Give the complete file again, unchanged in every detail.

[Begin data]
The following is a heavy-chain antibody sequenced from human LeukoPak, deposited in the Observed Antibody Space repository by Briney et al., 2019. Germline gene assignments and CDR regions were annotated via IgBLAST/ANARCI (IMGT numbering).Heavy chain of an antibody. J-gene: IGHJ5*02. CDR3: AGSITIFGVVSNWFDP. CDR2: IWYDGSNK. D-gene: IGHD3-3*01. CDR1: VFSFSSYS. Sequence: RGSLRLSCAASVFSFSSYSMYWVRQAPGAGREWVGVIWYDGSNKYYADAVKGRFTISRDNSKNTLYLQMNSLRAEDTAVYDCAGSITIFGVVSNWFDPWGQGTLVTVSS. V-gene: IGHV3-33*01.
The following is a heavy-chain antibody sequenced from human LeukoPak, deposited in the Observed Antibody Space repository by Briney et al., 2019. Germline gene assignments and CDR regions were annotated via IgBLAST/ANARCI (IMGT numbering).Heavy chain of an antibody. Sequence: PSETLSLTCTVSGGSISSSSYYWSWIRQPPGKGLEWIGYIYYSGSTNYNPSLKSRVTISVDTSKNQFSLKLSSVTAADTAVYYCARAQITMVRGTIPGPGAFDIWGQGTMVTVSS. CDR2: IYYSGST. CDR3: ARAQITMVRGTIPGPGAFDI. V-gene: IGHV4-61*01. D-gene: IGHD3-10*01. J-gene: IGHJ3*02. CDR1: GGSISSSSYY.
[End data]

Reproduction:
The following is a heavy-chain antibody sequenced from human LeukoPak, deposited in the Observed Antibody Space repository by Briney et al., 2019. Germline gene assignments and CDR regions were annotated via IgBLAST/ANARCI (IMGT numbering).Heavy chain of an antibody. J-gene: IGHJ5*02. CDR3: AGSITIFGVVSNWFDP. CDR2: IWYDGSNK. D-gene: IGHD3-3*01. CDR1: VFSFSSYS. Sequence: RGSLRLSCAASVFSFSSYSMYWVRQAPGAGREWVGVIWYDGSNKYYADAVKGRFTISRDNSKNTLYLQMNSLRAEDTAVYDCAGSITIFGVVSNWFDPWGQGTLVTVSS. V-gene: IGHV3-33*01.
The following is a heavy-chain antibody sequenced from human LeukoPak, deposited in the Observed Antibody Space repository by Briney et al., 2019. Germline gene assignments and CDR regions were annotated via IgBLAST/ANARCI (IMGT numbering).Heavy chain of an antibody. Sequence: PSETLSLTCTVSGGSISSSSYYWSWIRQPPGKGLEWIGYIYYSGSTNYNPSLKSRVTISVDTSKNQFSLKLSSVTAADTAVYYCARAQITMVRGTIPGPGAFDIWGQGTMVTVSS. CDR2: IYYSGST. CDR3: ARAQITMVRGTIPGPGAFDI. V-gene: IGHV4-61*01. D-gene: IGHD3-10*01. J-gene: IGHJ3*02. CDR1: GGSISSSSYY.